Jean Liu didn’t set out to be a designer. After earning a degree from Georgetown in foreign service and a master’s in theological studies from Harvard, she returned to her family business in Dallas: Litex Industries, a ceiling fan and light fixture firm that her father had originally founded out of his garage.
“When I first came back to Dallas to ‘learn’ the family business, it was an intense time trying to absorb the myriad layers and dimensions of the day-to-day operations,” Liu explains. She soon discovered she was drawn to the creative side of the company.
“While some aspects of the business proved challenging, other areas were just dry,” she says. “I found myself spending the most time with our product designers, mainly because their work and their process fascinated me the most. This, coupled with my existing interest in antiques, served as the foundation for what would eventually become my decision to pursue my love of interior design.”
While at Litex, Liu started collecting antiques and designing interiors. Of her first design project, a friend’s home, she says, “Participating in this transformation gave me a greater sense of reward than anything I had experienced. I was hooked.”
She had intended that move back to Dallas, she says, to be a temporary one. But instead, she founded Jean Liu Design in 2007 and has since also founded Stori Modern, a direct-to-consumer outdoor furniture company.
What’s her take on the region’s design scene? “With so many companies relocating their headquarters here, the design scene here is eclectic, vibrant and growing. Compared to other regions of the country, I would still consider Texas to have a more traditional sensibility than other areas, but the landscape is definitely changing.”
3 Tips on Shifting to a Design Career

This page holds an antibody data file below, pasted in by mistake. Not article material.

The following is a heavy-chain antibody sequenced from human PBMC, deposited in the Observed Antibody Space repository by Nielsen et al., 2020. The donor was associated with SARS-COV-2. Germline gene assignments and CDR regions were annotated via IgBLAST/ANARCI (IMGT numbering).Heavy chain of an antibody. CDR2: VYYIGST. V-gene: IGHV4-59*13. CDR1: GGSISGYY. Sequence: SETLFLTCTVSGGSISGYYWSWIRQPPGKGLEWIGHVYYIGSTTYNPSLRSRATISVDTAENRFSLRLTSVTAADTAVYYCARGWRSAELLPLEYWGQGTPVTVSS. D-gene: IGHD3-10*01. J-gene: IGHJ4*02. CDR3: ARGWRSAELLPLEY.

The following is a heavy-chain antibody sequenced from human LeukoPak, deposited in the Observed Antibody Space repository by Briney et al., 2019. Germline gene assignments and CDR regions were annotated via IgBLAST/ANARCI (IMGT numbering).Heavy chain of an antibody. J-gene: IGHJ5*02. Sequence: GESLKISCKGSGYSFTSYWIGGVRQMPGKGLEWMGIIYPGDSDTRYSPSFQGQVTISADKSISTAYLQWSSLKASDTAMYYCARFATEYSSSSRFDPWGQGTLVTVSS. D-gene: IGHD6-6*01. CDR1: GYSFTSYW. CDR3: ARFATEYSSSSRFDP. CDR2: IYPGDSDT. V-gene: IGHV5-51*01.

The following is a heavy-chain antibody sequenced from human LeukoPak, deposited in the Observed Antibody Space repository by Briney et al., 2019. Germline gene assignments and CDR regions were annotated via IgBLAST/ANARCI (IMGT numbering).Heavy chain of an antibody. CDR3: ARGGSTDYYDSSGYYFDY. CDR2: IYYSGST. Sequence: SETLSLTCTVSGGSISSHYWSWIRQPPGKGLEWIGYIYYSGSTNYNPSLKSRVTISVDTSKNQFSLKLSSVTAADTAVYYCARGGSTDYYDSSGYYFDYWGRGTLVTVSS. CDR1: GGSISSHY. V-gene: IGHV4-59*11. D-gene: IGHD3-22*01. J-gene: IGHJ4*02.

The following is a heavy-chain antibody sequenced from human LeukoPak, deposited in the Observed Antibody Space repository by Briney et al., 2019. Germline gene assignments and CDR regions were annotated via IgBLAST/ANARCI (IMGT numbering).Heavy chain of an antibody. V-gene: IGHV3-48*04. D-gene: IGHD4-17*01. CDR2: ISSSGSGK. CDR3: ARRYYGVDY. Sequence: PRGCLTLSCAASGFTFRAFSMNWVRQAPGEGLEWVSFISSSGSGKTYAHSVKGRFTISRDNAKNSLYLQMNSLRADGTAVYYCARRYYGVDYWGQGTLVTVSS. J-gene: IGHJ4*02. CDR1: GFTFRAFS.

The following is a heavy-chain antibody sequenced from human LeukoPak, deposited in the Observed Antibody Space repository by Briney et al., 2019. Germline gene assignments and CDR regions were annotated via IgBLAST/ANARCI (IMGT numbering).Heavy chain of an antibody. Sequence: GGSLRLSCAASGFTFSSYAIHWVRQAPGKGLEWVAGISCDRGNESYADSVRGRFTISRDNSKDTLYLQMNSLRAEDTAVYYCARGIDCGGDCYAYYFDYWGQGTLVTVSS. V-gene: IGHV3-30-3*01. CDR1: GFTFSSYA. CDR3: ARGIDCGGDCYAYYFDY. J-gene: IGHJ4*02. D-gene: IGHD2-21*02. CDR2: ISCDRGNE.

Liu, a career-changer herself, has appeared on the Vogue and Architectural Digest sites, as well as in The Washington Post. Here, she shares her tips with would-be career changers seeking to break into the business:
1. Think through the financial consequences of this career shift. Hope for the best, but expect the worst. Know how much money you need to start; know how long can you go between design projects if you are just getting out there; know what your exit strategy will be if you decide the world of interior design is not for you, whatever the reason.
2. Decide what your competitive advantage is, and put it into practice. It could be a design style that’s not being done (or done well) in your city. It could be offering your clients a more transparent design approach than your peers. Learn to articulate how your design firm is different than another when speaking to prospective clients.
3. Get involved with a charity, if you aren’t already. First of all, it’s a great way to meet new people. You never know who needs a good designer. But most importantly, it demonstrates one’s willingness to be part of a larger cause than one’s own, and I’m a firm believer that helping others is a sound karmic investment. Pay it forward.